# How to Perform a Lack of Fit Test in R-Quick Guide

Lack of Fit Test in R, A lack of fit test is used to determine whether a full regression model fits a dataset significantly better than a reduced version of the model.

Consider the following regression model, which has four predictor variables.

`Y = β0 + β1×1 + β2×2 + β3×3 + β4×4 + ε`

A nested model is demonstrated by the following model, which contains only two of the original predictor variables.

`Y = β0 + β1×1 + β2×2 + ε`

We can use a Lack of Fit Test with the following null and alternative hypotheses to see if these two models differ significantly.

## Hypothesis

H0: The full model and the nested model both fit the data equally well. As a result, the nested model should be used.

H1: In terms of data fit, the full model significantly outperforms the nested model. As a result, you must employ the entire model.

### Step 1: Create a Dataset

We can make use of mtcars data set. Let’s load the data set first.

```data(mtcars)
```                   mpg cyl disp  hp drat    wt  qsec vs am gear carb
Mazda RX4         21.0   6  160 110 3.90 2.620 16.46  0  1    4    4
Mazda RX4 Wag     21.0   6  160 110 3.90 2.875 17.02  0  1    4    4
Datsun 710        22.8   4  108  93 3.85 2.320 18.61  1  1    4    1
Hornet 4 Drive    21.4   6  258 110 3.08 3.215 19.44  1  0    3    1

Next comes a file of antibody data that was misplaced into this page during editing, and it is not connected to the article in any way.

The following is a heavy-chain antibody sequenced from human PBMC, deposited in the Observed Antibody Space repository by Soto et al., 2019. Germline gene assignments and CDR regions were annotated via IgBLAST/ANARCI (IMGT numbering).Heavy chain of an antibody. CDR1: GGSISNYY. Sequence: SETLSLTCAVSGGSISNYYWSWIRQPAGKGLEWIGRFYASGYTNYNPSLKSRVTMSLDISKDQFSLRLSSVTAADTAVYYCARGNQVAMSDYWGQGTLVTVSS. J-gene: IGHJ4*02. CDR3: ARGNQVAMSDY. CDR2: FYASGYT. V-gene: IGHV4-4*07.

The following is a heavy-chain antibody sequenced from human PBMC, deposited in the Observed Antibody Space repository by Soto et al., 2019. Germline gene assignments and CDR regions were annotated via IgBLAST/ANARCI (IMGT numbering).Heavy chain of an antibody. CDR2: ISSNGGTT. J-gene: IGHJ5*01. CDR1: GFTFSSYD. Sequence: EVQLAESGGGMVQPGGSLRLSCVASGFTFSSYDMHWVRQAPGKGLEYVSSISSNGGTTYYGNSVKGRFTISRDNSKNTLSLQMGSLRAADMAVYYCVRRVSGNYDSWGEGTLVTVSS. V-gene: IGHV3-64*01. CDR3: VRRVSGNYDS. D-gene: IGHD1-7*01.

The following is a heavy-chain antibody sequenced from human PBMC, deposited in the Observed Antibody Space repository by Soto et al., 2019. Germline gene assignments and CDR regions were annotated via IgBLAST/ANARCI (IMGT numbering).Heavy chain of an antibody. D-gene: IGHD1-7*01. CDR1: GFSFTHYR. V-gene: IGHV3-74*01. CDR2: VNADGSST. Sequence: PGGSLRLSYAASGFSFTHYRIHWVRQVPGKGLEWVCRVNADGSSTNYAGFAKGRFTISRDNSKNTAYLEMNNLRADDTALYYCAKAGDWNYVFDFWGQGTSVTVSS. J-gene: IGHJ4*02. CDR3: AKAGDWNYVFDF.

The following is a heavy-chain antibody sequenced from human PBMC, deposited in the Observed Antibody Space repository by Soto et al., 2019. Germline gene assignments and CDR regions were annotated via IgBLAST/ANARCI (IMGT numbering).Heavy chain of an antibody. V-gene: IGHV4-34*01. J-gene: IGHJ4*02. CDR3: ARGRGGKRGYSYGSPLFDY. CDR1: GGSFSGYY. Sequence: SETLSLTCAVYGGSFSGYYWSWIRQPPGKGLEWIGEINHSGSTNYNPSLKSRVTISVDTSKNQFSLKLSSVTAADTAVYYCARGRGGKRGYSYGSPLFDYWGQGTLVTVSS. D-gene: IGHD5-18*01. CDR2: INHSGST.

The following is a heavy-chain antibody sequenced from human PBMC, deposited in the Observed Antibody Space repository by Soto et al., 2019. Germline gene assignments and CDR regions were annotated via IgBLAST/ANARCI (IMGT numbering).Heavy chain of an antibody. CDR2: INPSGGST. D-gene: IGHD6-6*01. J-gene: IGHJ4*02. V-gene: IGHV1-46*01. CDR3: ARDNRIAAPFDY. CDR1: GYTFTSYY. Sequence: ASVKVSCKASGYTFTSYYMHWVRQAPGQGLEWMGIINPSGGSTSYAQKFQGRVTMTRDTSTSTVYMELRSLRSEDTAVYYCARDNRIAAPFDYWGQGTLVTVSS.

Hornet Sportabout 18.7   8  360 175 3.15 3.440 17.02  0  0    3    2
Valiant           18.1   6  225 105 2.76 3.460 20.22  1  0    3    1```

### Step 2: Fit Two Different Models to the Dataset

The dataset will then be fitted with two different regression models.

Now we can fit the full model

`fullmodel <- lm(mpg ~ cyl + disp + hp + wt, data = mtcars)`

Let’s fit a reduced model

`reducedmodel <- lm(mpg ~ cyl + disp, data = mtcars)`

### Step 3: Perform a Lack of Fit Test

The anova() command will then be used to perform a lack of fit test between the two models.

Lack of Fit Test in R

`anova(fullmodel, reducedmodel)`
```Analysis of Variance Table
Model 1: mpg ~ cyl + disp + hp + wt
Model 2: mpg ~ cyl + disp
Res.Df    RSS Df Sum of Sq      F   Pr(>F)
1     27 170.44
2     29 270.74 -2    -100.3 7.9439 0.001936 **

---
Signif. codes:  0 ‘***’ 0.001 ‘**’ 0.01 ‘*’ 0.05 ‘.’ 0.1 ‘ ’ 1```

The F test statistic is 7.9439, with a corresponding p-value of 0.001936.

We can reject the null hypothesis of the test because this p-value is less than 0.05 and conclude that the full model provides a statistically significantly better fit than the reduced model.

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